This Buddha is located on the outskirts of the city, which meant that I had to take the subway to get to another station to take a cable car to the island that the Buddha is located on. I was really impressed with how simple it was to use Hong Kong's subway. Not only was it easy to navigate, but it was also fast and clean--all around a good way to travel around the city.
Once I got to the station for the cable car, I was shocked to see how long the line was. I stood in line for nearly two hours just to buy my ticket. Luckily, there was WiFi, so I was able to talk to friends while I waited, which definitely made it go by much quicker.
Once I finally got to buy my ticket, I was able to get on a cable car for the approximately 20 minute ride to the island. Although cable cars are always slightly scary to me (I seriously don't understand how they work), the view was absolutely beautiful. The water around Hong Kong is a beautiful light blue color, and there are lots of mountains all around.
To get to the Buddha you first have to climb up tons of stairs. At the top you can walk around the Buddha, which made of bronze and is quite large. Honestly, I wasn't all that impressed by the Buddha itself because after a year and a half in Asia I've seen more than my share of Buddhas. Yes, this one was especially big, but I wasn't really blown away. However, what was really nice about this trip was the view of the mountains and water. It was an absolutely beautiful day too--not too hot, but not cool either and a perfect blue sky.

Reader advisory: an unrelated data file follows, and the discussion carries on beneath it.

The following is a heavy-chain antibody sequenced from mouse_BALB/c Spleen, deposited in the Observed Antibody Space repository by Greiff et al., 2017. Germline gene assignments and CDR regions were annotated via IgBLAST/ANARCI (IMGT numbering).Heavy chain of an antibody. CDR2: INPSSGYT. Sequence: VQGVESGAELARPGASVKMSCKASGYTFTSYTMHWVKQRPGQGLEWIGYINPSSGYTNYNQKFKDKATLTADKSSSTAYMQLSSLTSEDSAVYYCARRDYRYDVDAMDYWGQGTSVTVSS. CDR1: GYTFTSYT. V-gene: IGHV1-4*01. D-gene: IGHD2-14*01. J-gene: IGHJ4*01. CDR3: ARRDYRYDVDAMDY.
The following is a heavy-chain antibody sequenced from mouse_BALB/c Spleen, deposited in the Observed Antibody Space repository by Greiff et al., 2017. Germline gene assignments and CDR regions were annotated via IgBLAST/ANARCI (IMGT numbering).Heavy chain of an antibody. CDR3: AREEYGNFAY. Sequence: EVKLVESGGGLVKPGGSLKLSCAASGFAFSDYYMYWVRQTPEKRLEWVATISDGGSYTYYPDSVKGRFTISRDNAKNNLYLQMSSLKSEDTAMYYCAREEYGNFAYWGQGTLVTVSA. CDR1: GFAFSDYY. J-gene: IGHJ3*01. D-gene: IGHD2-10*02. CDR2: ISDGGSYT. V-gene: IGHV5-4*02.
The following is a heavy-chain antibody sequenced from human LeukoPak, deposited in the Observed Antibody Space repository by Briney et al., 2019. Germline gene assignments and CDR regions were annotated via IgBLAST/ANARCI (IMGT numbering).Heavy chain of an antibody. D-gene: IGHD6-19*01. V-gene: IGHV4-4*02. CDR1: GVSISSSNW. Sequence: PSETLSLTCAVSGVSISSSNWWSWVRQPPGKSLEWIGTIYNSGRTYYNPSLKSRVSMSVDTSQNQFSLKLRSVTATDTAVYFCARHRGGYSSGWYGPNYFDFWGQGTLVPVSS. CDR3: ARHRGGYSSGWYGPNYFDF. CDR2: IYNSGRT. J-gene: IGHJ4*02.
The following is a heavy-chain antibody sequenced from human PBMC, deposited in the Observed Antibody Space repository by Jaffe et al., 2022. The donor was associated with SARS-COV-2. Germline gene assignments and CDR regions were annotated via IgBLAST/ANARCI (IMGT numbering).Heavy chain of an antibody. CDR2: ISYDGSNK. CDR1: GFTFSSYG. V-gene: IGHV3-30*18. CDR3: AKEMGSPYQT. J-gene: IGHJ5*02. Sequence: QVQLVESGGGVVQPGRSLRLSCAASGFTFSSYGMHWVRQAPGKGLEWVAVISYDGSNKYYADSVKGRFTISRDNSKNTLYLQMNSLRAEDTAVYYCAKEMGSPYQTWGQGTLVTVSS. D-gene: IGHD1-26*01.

There was also a beautiful temple that was located on the island, which in my opinion was more impressive than the Buddha. One of the halls had 10,000 Buddhas, and the lighting inside was stunning. Unfortunately, we weren't allowed to take pictures, so you'll just have to take my word for it.
Once I finished walking around, I got back on the cable car and made my way back down. This time I had the pleasure of sharing a cable car with a teenage couple, who literally took selfies the ENTIRE way down the mountain. Lucky me.
Once I got back to the city, I took a little break then figured out where to go to get a glimpse of Hong Kong's famous skyline, which turned out to be by the harbor at the TST Promenade and Avenue of Stars.
Hong Kong's skyline is consistently ranked among the best (and sometimes THE best) in the world. As I walked towards the harbor and it came into view, it was easy to see why. The lights seemed to go on and on, and they reflected beautifully into the water. This skyline is just one of those things that is difficult to capture in pictures. Of course, I did take pictures, but take my word that it's far more impressive in person.
Even though I got to the harbor a little before the light show began at 8:00, there were already tons of people. Naturally I ended up next to a group of Koreans, who had no idea I could understand bits and pieces of what they were saying (and some of it definitely wasn't nice). I just couldn't seem to escape the Koreans throughout this trip--funny how that happens.